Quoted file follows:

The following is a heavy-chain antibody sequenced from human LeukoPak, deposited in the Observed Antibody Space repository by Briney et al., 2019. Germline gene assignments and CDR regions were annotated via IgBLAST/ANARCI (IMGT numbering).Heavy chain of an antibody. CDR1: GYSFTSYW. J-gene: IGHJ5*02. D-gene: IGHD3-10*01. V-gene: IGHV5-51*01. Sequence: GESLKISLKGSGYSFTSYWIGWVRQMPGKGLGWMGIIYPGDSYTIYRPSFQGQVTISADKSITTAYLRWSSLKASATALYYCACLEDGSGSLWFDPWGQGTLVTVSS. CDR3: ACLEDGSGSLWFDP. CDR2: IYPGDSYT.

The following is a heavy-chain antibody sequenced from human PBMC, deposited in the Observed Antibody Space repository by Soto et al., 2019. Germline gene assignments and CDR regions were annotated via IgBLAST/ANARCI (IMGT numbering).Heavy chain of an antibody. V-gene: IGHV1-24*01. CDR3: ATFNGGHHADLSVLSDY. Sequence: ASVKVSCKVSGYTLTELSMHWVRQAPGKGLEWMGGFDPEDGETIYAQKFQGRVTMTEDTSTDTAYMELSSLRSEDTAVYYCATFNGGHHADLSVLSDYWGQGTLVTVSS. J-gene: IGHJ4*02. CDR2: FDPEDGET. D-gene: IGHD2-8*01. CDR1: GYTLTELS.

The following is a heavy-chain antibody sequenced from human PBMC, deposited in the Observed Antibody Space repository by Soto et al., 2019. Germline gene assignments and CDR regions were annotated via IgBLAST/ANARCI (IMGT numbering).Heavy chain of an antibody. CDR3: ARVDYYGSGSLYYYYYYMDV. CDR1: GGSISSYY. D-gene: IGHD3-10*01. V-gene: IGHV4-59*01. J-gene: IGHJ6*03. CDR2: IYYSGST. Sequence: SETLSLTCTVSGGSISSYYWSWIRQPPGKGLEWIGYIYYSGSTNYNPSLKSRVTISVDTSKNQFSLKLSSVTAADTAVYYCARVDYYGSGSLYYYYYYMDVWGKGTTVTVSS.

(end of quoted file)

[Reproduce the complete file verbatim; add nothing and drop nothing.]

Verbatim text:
The following is a heavy-chain antibody sequenced from human LeukoPak, deposited in the Observed Antibody Space repository by Briney et al., 2019. Germline gene assignments and CDR regions were annotated via IgBLAST/ANARCI (IMGT numbering).Heavy chain of an antibody. CDR1: GYSFTSYW. J-gene: IGHJ5*02. D-gene: IGHD3-10*01. V-gene: IGHV5-51*01. Sequence: GESLKISLKGSGYSFTSYWIGWVRQMPGKGLGWMGIIYPGDSYTIYRPSFQGQVTISADKSITTAYLRWSSLKASATALYYCACLEDGSGSLWFDPWGQGTLVTVSS. CDR3: ACLEDGSGSLWFDP. CDR2: IYPGDSYT.

The following is a heavy-chain antibody sequenced from human PBMC, deposited in the Observed Antibody Space repository by Soto et al., 2019. Germline gene assignments and CDR regions were annotated via IgBLAST/ANARCI (IMGT numbering).Heavy chain of an antibody. V-gene: IGHV1-24*01. CDR3: ATFNGGHHADLSVLSDY. Sequence: ASVKVSCKVSGYTLTELSMHWVRQAPGKGLEWMGGFDPEDGETIYAQKFQGRVTMTEDTSTDTAYMELSSLRSEDTAVYYCATFNGGHHADLSVLSDYWGQGTLVTVSS. J-gene: IGHJ4*02. CDR2: FDPEDGET. D-gene: IGHD2-8*01. CDR1: GYTLTELS.

The following is a heavy-chain antibody sequenced from human PBMC, deposited in the Observed Antibody Space repository by Soto et al., 2019. Germline gene assignments and CDR regions were annotated via IgBLAST/ANARCI (IMGT numbering).Heavy chain of an antibody. CDR3: ARVDYYGSGSLYYYYYYMDV. CDR1: GGSISSYY. D-gene: IGHD3-10*01. V-gene: IGHV4-59*01. J-gene: IGHJ6*03. CDR2: IYYSGST. Sequence: SETLSLTCTVSGGSISSYYWSWIRQPPGKGLEWIGYIYYSGSTNYNPSLKSRVTISVDTSKNQFSLKLSSVTAADTAVYYCARVDYYGSGSLYYYYYYMDVWGKGTTVTVSS.